Matter accounts for 31.7% of the mass-energy content of the universe, and 84.5% of the matter is dark matter. In other words, what we can measure today (ordinary matter) accounts for only a tiny fraction of the universe’s mass-energy content. For years, scientists have been on the lookout for the elusive dark matter particles, as well as signs of dark energy. Efforts so far have been to no avail. Despite the setbacks, we know a thing for sure: dark matter exists. If it’s there, we’ll eventually find a way to detect it, but what if we’ve gone about this the wrong way? US physicists suggest a different approach: instead of looking for dark matter particles, we should be looking for evidence of their collision – dark radiation.
Scientists use several methods to listen for dark matter particles. At CERN, physicists have attempted to slam matter together at huge energies in hope they might produce dark matter particles. This is a more pro-active approach. The other is more passive and involves “waiting it out”. For instance, detectors are placed in space on satellites or on Earth in caves where there’s little noise. The idea is that, maybe, one day a dark matter particle will hit one of these detectors. Ian Shoemaker, a physicist at Penn State, argues that might never happen. One reason is that dark matter isn’t very dense in this part of the Universe, according to studies which measure the influence of dark matter (remember, we can only infer dark matter activity based on the effects it has on ordinary matter).
“If we add another way of looking for dark matter — the way, we suggest — then we will increase our chances of detecting dark matter in our underground cavities,” says Shoemaker.
Dark radiation – dark matter’s love child
What Shoemaker and fellows at the Los Alamos National Laboratory, USA suggest is scanning for dark radiation instead. The researchers believe that when two dark matter particles meet, they should behave like ordinary particles in the sense that these should collide and annihilate creating radiation in the process. “Underground detection experiments may be able to detect the signals created by dark radiation,” Shoemaker says.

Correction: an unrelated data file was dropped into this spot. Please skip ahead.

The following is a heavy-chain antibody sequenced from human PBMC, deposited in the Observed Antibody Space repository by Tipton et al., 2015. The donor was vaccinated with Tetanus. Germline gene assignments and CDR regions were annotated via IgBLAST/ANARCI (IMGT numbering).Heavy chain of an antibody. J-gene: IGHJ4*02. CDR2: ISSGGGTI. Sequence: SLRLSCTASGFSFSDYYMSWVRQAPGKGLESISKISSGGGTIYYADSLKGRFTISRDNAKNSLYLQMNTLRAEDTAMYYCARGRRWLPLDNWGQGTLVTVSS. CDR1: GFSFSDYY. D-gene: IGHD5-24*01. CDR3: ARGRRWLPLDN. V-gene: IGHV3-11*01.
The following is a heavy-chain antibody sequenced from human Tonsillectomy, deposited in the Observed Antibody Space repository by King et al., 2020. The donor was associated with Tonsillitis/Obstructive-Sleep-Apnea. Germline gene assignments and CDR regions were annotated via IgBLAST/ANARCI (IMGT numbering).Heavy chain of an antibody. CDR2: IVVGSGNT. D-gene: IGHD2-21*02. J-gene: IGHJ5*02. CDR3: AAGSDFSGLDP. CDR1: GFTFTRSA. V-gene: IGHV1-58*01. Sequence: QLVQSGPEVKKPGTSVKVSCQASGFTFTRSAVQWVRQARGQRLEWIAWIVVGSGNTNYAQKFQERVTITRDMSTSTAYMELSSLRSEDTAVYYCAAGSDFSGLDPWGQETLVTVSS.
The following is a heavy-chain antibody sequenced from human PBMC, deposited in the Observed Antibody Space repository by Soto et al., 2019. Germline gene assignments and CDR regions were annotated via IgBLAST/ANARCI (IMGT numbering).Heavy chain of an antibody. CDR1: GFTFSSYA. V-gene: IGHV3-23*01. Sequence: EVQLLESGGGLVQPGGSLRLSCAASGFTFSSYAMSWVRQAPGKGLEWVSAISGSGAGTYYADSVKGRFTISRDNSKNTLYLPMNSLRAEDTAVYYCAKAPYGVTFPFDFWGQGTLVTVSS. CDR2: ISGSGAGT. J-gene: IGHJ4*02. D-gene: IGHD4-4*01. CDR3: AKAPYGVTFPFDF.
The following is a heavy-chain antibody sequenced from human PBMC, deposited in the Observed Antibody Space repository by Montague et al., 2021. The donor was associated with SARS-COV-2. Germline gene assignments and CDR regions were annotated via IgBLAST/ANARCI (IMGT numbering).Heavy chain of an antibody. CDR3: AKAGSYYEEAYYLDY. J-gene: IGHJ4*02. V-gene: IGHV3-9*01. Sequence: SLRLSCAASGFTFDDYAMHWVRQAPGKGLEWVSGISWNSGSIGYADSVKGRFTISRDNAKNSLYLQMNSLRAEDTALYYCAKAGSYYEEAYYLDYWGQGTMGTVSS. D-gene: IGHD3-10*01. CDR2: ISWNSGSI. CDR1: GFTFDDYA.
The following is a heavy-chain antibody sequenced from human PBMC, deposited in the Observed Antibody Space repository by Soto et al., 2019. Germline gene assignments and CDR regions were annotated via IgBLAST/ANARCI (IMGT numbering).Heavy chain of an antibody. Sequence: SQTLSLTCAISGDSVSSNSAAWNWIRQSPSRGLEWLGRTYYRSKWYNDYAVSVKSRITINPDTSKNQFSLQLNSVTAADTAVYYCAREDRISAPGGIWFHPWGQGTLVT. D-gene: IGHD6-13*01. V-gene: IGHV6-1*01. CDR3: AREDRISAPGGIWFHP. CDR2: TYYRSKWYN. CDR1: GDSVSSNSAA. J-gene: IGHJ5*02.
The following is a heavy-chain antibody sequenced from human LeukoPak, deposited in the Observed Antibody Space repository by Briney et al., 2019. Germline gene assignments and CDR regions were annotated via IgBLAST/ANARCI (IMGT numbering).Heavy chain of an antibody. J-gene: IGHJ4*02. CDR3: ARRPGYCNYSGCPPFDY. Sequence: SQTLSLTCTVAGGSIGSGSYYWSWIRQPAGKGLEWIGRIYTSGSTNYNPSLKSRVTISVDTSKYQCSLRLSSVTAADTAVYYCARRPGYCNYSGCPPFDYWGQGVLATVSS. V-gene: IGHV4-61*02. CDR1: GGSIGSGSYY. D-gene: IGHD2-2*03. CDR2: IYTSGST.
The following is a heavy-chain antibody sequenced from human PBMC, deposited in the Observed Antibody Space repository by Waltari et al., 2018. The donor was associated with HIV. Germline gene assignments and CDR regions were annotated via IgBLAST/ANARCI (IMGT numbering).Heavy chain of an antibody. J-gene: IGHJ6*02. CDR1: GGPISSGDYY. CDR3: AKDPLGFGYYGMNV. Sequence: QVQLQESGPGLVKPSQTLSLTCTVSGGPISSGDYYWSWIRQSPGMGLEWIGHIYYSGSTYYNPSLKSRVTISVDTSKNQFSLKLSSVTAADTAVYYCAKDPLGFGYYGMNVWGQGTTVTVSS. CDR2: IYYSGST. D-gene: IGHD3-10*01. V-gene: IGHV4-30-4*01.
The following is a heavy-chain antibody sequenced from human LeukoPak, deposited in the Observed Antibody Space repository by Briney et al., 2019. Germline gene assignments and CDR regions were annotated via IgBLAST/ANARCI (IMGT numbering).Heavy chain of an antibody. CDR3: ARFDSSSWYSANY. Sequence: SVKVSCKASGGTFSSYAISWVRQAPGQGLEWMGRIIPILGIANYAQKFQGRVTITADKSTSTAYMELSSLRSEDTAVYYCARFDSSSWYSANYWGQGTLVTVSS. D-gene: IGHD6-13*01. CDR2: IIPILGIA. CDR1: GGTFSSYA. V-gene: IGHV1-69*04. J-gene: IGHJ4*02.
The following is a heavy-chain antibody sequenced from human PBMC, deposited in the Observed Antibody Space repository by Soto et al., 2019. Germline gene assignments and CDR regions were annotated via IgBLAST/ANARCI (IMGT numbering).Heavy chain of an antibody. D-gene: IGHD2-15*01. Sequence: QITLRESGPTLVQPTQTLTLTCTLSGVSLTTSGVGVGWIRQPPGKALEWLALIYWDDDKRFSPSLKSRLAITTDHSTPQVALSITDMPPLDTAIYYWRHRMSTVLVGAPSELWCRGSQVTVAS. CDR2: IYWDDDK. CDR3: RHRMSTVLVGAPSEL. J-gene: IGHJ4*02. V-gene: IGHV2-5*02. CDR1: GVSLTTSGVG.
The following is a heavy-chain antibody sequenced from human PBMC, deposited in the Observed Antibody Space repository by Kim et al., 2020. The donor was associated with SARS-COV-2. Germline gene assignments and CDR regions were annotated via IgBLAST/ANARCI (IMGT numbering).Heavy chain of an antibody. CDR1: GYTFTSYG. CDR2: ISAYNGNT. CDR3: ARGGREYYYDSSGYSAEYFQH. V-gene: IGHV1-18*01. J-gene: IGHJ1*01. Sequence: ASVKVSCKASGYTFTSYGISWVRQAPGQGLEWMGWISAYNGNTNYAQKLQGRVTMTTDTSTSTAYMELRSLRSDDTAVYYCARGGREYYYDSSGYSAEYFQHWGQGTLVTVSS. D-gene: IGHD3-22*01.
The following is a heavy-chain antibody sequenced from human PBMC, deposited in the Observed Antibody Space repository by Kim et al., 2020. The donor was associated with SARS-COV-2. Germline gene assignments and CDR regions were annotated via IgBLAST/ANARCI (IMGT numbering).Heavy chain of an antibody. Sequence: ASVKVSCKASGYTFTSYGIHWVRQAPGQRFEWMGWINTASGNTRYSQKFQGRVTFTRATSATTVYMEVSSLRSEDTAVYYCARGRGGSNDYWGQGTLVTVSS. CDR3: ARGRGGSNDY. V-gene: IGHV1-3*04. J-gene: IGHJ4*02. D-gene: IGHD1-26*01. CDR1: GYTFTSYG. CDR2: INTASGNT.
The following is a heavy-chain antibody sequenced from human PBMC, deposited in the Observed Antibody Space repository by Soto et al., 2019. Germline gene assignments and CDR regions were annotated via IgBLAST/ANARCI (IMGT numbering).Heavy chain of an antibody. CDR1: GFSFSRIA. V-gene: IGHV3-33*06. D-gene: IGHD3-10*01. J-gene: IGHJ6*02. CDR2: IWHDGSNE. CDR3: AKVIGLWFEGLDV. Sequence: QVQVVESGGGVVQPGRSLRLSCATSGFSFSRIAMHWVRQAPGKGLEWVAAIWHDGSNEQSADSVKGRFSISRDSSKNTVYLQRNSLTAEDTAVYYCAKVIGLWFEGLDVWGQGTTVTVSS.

It might just work, and considering this alternate route doesn’t involve deploying new hardware, but just tweaking existent detectors, there’s no reason why we shouldn’t try it. How this could work was discussed at large in a paper published in Physical Review Letters.
Looking for telltale signs of dark matter particles isn’t exactly a new idea. Some satellites are tuned to look for signs of dark matter interaction in places like the center of our galaxy, the Milky Way, and the Sun may also be such an area.
“It makes sense to look for dark radiation in certain places in space, where we expect it to be very dense — a lot denser than on Earth,” explains Shoemaker, adding:
“If there is an abundance of dark matter in these areas, then we would expect it to annihilate and create radiation.”
However, these satellite experiments might be looking for the wrong signals. For instance, physicists assume that when dark matter particles annihilate, the interaction will produce photons, “but if dark matter annihilates into dark radiation then these satellite-based experiments are hopeless,” Shoemaker says.
While there’s no immediate practical use for the discovery of dark matter, discovering such particles could be the greatest scientific achievement in history.
“There is no way of predicting what we can do with dark matter, if we detect it. But it might revolutionize our world. When scientists discovered quantum mechanics, it was considered a curiosity. Today quantum mechanics plays an important role in computers,” Shoemaker says.
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